I love the hat that Dr. Seuss created for his cat. It's the perfect vehicle for all sorts of interesting activities. I've designed a few more for today's article that cover a variety of standards. I hope you enjoy them.
I've had a few requests for more place value items, so I designed the Cat Hat Place Value Mat activity. After running off the hat template, you can make it more durable and add some red to the hat, by gluing it on a sheet of red construction paper, then trim and laminate.
Run off the number tiles on Seuss colors like red, yellow and turquoise. Each number needs its own color. Laminate and trim.
I would do this as a whole group activity, so every student needs 10 of each of the 3 kinds of number tiles. Store the set of 30 tiles in a Ziplock snack Baggie and make a class set. By having 10 of each in the Baggie, you’ll have extras incase students lose one.
Have students take turns calling out 3-digit numbers. Using a dry erase marker, children write that number on the hat brim and then put the correct number of tiles in the appropriate columns. This is a quick, easy and fun way to whole group assess.
The packet also includes a certificate of praise. Click on the link to view/download the Cat Hat Place Value Mat
For more math fun with the cat's hat, I designed a How many ways can you show a number, Popsicle stick activity. There are several ways to use the Seuss Hat for different number games.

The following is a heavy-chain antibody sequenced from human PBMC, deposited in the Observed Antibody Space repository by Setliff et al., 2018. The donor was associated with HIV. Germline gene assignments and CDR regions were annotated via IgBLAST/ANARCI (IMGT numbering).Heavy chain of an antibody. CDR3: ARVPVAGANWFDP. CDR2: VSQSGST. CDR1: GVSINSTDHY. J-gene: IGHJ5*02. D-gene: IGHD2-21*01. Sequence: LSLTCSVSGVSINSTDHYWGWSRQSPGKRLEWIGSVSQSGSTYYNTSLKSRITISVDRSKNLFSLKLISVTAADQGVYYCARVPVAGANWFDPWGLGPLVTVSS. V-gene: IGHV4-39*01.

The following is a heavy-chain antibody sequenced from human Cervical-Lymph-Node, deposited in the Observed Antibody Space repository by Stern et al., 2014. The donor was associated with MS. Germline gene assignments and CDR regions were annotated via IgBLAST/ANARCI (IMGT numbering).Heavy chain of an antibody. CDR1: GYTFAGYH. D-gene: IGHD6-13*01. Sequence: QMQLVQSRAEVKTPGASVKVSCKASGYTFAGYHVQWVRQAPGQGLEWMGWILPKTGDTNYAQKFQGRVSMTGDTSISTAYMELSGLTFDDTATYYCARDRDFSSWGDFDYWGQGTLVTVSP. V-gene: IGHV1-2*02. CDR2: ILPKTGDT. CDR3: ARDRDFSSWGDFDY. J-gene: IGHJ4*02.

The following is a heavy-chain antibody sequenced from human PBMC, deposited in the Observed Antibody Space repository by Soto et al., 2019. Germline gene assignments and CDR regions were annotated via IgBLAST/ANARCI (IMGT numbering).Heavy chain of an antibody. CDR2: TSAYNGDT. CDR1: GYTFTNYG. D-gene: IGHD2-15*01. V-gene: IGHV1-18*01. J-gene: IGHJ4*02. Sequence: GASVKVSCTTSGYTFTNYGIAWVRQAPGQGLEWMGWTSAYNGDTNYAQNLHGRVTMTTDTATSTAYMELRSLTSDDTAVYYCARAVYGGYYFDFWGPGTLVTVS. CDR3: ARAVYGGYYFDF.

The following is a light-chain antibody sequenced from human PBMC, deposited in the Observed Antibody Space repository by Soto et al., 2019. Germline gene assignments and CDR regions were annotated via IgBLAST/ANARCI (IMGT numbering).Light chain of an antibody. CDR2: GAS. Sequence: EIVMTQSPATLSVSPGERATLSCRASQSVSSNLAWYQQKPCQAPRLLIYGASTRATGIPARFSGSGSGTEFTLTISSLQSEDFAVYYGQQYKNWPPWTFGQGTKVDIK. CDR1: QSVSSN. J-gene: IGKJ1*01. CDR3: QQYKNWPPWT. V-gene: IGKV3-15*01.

Students can put the "How many ways can I show the number ______." hat brim strip, on their hat and then place all of the Popsicle stick equations, that make that number, on their Seuss hat.
Children place the Popsicle sticks on the hat in such a way, that they look like an ABAB striped pattern.
Students can show addition and subtraction as pictured, or to expedite things, just addition OR subtraction equations.
This is an easy and fun way to whole group assess a variety of concepts.
I've included number tiles from 0-120 with a blank sheet for you to program with even higher numbers. I've also included pages so students can work on fact families.
Besides using the hat for math, I made a few hat activities for language arts. The Cat Hat AT family slider, is a fun way for students to see the various AT family words that they can make by pulling on the "slider." Click on the link to view/download the Cat Hat AT slider craftivity.
I will read... is a hat bookmark that can be used as a writing prompt. Share my example with your students and challenge them to write verses of their own.
I've alluded to a variety of Seuss books in my poem. "I will read with Mr. Brown; I will read upside down. I will read with duck feet; I will read because it's neat."